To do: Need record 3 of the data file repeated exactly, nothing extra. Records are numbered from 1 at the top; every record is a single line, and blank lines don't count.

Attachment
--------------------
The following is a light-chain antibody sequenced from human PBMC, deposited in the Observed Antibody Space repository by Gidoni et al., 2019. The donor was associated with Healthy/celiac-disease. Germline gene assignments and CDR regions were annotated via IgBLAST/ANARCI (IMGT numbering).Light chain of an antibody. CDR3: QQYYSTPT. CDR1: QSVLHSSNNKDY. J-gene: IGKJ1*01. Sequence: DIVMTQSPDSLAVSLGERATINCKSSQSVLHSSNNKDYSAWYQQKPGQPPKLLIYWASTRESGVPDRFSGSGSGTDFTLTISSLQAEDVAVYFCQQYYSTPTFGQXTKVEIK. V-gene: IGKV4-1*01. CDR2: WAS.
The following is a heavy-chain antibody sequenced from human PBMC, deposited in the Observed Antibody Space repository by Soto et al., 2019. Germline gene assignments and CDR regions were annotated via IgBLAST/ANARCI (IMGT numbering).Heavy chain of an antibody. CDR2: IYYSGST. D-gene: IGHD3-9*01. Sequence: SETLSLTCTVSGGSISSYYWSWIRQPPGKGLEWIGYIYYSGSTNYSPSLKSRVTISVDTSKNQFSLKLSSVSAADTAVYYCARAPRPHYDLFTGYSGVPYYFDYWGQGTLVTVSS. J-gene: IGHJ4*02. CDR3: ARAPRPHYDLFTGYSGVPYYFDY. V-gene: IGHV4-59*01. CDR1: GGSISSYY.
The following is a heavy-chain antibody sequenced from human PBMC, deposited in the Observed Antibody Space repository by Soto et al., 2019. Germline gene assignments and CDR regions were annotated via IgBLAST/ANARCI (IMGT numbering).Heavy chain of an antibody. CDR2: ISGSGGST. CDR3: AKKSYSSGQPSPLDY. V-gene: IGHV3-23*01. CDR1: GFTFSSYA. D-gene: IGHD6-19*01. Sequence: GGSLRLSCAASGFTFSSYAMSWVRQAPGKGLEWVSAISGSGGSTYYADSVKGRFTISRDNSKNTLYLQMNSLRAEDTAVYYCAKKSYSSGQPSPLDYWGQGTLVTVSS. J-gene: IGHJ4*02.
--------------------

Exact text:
The following is a heavy-chain antibody sequenced from human PBMC, deposited in the Observed Antibody Space repository by Soto et al., 2019. Germline gene assignments and CDR regions were annotated via IgBLAST/ANARCI (IMGT numbering).Heavy chain of an antibody. CDR2: ISGSGGST. CDR3: AKKSYSSGQPSPLDY. V-gene: IGHV3-23*01. CDR1: GFTFSSYA. D-gene: IGHD6-19*01. Sequence: GGSLRLSCAASGFTFSSYAMSWVRQAPGKGLEWVSAISGSGGSTYYADSVKGRFTISRDNSKNTLYLQMNSLRAEDTAVYYCAKKSYSSGQPSPLDYWGQGTLVTVSS. J-gene: IGHJ4*02.